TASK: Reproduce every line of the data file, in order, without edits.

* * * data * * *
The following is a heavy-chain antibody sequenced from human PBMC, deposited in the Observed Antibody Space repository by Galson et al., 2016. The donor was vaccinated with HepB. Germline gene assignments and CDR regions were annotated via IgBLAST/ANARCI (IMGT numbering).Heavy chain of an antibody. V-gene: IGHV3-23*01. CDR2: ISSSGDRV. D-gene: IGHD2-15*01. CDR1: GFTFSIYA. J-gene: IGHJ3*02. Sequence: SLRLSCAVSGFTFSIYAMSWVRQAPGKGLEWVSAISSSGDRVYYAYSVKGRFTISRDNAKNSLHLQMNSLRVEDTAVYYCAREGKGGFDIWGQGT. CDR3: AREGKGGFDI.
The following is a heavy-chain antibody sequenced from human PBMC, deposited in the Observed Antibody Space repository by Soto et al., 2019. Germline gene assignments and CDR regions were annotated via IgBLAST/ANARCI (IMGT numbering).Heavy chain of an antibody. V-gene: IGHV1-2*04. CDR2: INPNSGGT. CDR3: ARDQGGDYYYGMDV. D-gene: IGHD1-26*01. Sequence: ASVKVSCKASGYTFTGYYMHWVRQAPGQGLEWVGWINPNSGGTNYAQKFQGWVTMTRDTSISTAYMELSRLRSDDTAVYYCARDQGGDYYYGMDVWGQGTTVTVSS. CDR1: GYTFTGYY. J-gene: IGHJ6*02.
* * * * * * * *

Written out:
The following is a heavy-chain antibody sequenced from human PBMC, deposited in the Observed Antibody Space repository by Galson et al., 2016. The donor was vaccinated with HepB. Germline gene assignments and CDR regions were annotated via IgBLAST/ANARCI (IMGT numbering).Heavy chain of an antibody. V-gene: IGHV3-23*01. CDR2: ISSSGDRV. D-gene: IGHD2-15*01. CDR1: GFTFSIYA. J-gene: IGHJ3*02. Sequence: SLRLSCAVSGFTFSIYAMSWVRQAPGKGLEWVSAISSSGDRVYYAYSVKGRFTISRDNAKNSLHLQMNSLRVEDTAVYYCAREGKGGFDIWGQGT. CDR3: AREGKGGFDI.
The following is a heavy-chain antibody sequenced from human PBMC, deposited in the Observed Antibody Space repository by Soto et al., 2019. Germline gene assignments and CDR regions were annotated via IgBLAST/ANARCI (IMGT numbering).Heavy chain of an antibody. V-gene: IGHV1-2*04. CDR2: INPNSGGT. CDR3: ARDQGGDYYYGMDV. D-gene: IGHD1-26*01. Sequence: ASVKVSCKASGYTFTGYYMHWVRQAPGQGLEWVGWINPNSGGTNYAQKFQGWVTMTRDTSISTAYMELSRLRSDDTAVYYCARDQGGDYYYGMDVWGQGTTVTVSS. CDR1: GYTFTGYY. J-gene: IGHJ6*02.